k = k+1+j;

}

}

Outer loop executes n times. For I = 1, 2, …, inner loop executes one time, two

times, and n times. So time complexity for loop is

T(n) = c + 2c + 3c + 4c + … + nc = cn(n + 1)/2

= (c/2)n^2 + (c/2)n

= O(n^2)

Example 4

Consider the following loop

For ( I = 1; I <= n ; I ++) {

For (j = 1; j <=20; j++) {

K = k + I + j;

}

}

Inner loop executes 20 times, outer loop n times. So time complexity for loop is T(n)

= 20* c * n = O(n).

Example 5

Consider the following sequences:

For (j = 1; j <= 10; j++){

K = k + 4;

}

For (I = 1; I <=n; I++){

For(j=1;j<=20;j++){

K = k+i+j;

}

}

First loop executes 10 times, second loop 20* n times. Time complexity for loop is

T(n) = 10* c + 20* c* n = O(n)

Example 6

Consider the following selection statement:

If (list.contains(e)){

System.out.println(e)’

}

Else

For (Object t: list){

System.out.println(t);

}

Suppose list contains n elements. Execution time for list.contains(e) is O(n). Loop

in the else clause takes O(n) time. Time complexity for entire statement is

T9n) = if test time + worst case time (if clause, else clause)

= O(n) + O(n) = O(n).

Example 7

Consider the computation a^n for an integer n. A simple algoritm would multiply a

n times, as follows:

Result = 1;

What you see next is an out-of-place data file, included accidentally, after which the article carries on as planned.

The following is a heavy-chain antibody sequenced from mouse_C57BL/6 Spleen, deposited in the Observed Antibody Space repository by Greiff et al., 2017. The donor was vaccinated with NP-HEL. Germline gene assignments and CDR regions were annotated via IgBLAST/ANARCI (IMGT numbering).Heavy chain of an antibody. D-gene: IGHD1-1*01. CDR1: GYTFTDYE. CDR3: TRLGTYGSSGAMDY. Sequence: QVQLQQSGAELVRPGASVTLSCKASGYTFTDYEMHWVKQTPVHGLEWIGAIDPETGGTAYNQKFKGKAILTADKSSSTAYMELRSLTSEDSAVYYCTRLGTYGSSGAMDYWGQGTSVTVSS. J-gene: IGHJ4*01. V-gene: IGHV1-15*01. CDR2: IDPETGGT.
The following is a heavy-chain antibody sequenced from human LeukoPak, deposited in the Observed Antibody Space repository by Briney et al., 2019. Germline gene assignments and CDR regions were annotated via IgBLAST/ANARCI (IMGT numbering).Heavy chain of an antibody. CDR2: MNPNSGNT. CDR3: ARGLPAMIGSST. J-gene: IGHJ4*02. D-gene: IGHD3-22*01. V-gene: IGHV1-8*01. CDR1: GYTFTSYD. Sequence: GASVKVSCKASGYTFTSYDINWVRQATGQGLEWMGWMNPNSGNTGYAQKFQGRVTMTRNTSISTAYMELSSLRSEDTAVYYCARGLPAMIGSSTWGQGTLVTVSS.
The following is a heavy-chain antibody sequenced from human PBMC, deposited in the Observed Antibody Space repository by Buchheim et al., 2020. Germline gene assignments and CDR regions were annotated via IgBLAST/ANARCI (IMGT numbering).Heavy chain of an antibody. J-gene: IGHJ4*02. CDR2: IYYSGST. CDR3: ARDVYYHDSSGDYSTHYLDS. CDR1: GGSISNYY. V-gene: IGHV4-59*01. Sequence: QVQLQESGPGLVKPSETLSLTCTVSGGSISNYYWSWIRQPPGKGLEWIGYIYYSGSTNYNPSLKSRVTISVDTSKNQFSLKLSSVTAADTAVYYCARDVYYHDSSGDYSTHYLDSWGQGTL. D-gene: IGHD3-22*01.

For (int I = 1; I <= n ; i++)

Result *= a;

Algorithm takes O(n) time. Without loss of generality, assume n = 2^k. You can

improve the algorithm using the following scheme:

Result = a

For (int I = 1; i<=k i++)

Result = result * result;

Algorithm taes O(logn) time. For an arbitray n, you can revise algorithm and prove

that the complexity is still O(logn).

23.4 Analyzing Algorithm Time Complexity

Analyzing various algorithms will follow.

23.4.1 Analyzing Binary Search

Binary search searches a key in a sorted array. Each iteration in the algorithm

contains a fixed number of operations, denoted by c. Let T(N) denote the time

compelxity for a binary search on a listof n elements. Without loss of generaility,

assume n is a power of 2 and k = log n. Binary search eliminates half of input after

two comparisons,

T(n) = T(n/2) + c = T(n/2^2) + c + c = T(n/2^k) + kc

= T(1) + c log n = 1 + (log n)c

=O(log n).

Ignoring constants and nondominating terms, complexity for binary search algorithm

is O(log n). Algorithms with O(log n) time complexity are logarithmic algorithms.

Base of log is 2, but base does not affect logarithmic growth rate, so it can be

omitted. Logarithmic algorithms grows slowly as problem size increases. Squaring

input size results in double the time for the algorithm.

23.4.2 Analyzing Selection Sort

Selection sort finds the smallest number in a list, and places it first. Then, selection

sort finds the smallest number remaining and places it after the the first, and so